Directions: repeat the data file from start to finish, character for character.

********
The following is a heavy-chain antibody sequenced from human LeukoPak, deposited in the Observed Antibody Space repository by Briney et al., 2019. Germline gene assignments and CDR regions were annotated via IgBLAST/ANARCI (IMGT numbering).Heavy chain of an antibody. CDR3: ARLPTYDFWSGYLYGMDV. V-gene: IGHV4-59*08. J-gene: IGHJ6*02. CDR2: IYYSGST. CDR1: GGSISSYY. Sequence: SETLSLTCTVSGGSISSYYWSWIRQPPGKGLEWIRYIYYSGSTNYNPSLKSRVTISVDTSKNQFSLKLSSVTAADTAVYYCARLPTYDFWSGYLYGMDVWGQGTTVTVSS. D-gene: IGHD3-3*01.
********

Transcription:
The following is a heavy-chain antibody sequenced from human LeukoPak, deposited in the Observed Antibody Space repository by Briney et al., 2019. Germline gene assignments and CDR regions were annotated via IgBLAST/ANARCI (IMGT numbering).Heavy chain of an antibody. CDR3: ARLPTYDFWSGYLYGMDV. V-gene: IGHV4-59*08. J-gene: IGHJ6*02. CDR2: IYYSGST. CDR1: GGSISSYY. Sequence: SETLSLTCTVSGGSISSYYWSWIRQPPGKGLEWIRYIYYSGSTNYNPSLKSRVTISVDTSKNQFSLKLSSVTAADTAVYYCARLPTYDFWSGYLYGMDVWGQGTTVTVSS. D-gene: IGHD3-3*01.